There are lots of ways to tell stories. We’re used to words, spoken or written, and video, but there’s more. Pictures tell stories. Music tells stories. The web opens up a whole new territory. I stumbled upon Clubbo Records something like ten years ago, and it really changed my idea of what a story can be online. You can basically throw linearity (which some might consider the essence of storytelling – beginning, middle, end) out the window, and have the story take place across a variety of media, in a variety of places. The story behind Clubbo is that a musician wanted to write a novel about the business, and that idea morphed into a website for a fictional record label. There may not be an involving plot with a satisfying conclusion, but there’s a level of depth that you don’t find in traditional stories.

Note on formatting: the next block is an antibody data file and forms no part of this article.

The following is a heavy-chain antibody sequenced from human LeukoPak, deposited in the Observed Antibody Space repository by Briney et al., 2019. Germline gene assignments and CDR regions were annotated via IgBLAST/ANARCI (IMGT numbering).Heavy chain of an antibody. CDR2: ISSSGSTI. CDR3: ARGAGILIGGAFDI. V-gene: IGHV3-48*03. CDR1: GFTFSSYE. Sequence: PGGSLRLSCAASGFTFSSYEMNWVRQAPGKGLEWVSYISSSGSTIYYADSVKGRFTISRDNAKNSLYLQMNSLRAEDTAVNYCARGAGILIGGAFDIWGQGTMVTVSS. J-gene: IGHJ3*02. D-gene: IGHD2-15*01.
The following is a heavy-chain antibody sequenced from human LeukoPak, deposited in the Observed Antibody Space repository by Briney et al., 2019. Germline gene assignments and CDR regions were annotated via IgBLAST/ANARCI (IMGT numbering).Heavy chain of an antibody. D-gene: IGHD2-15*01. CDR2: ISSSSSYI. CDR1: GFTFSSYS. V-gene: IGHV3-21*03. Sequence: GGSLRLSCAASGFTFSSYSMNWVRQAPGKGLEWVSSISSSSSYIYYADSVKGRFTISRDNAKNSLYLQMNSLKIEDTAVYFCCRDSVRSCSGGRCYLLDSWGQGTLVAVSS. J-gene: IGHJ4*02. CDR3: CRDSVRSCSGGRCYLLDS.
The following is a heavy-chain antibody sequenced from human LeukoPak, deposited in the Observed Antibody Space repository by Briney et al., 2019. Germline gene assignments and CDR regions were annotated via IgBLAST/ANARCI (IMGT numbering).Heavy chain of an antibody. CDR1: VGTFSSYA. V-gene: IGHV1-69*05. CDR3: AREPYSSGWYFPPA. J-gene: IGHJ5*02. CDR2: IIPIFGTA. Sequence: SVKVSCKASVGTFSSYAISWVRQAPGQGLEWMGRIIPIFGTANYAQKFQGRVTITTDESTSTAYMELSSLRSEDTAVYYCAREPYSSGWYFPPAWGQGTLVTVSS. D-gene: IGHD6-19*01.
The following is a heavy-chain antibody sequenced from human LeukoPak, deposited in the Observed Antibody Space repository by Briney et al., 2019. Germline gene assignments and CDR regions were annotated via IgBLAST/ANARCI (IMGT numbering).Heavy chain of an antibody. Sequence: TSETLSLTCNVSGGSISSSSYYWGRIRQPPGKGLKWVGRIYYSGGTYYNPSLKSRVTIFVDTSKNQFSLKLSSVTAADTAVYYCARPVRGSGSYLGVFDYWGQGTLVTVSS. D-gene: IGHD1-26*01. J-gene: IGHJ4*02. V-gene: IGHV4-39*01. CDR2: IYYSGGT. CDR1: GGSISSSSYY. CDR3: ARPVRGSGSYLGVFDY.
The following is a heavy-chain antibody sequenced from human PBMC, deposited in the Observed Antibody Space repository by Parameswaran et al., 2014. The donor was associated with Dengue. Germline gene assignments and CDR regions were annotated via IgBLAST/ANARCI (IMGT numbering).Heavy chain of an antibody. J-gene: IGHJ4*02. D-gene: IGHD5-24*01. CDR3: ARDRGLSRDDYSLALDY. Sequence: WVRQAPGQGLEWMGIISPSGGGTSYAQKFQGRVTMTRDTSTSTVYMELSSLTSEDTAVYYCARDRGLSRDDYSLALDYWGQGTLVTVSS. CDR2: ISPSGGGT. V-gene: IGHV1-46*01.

Bryan Alexander wrote the book on digital storytelling. Most people liked the chapter we read this week. The point was to get people to think about different types of storytelling. Really we’ve been doing that all along, looking at how pictures and sound tell the story of The Wire. There was mixed reaction to the WireScenes tumblr, and the consensus opinion seems to be that the Facebook page doesn’t qualify. That’s okay; disagreement can be healthy. But I think that all these are different ways of looking at The Wire. John Johnston’s amazing work on the Wire characters bulletin board and The Game super cut (YT) take it to a whole different level. These things add to the story, or they help us see it in a new ways. So does the Google map that Andrew Forgrave brought up. What is digital storytelling? It’s whatever we want it to be.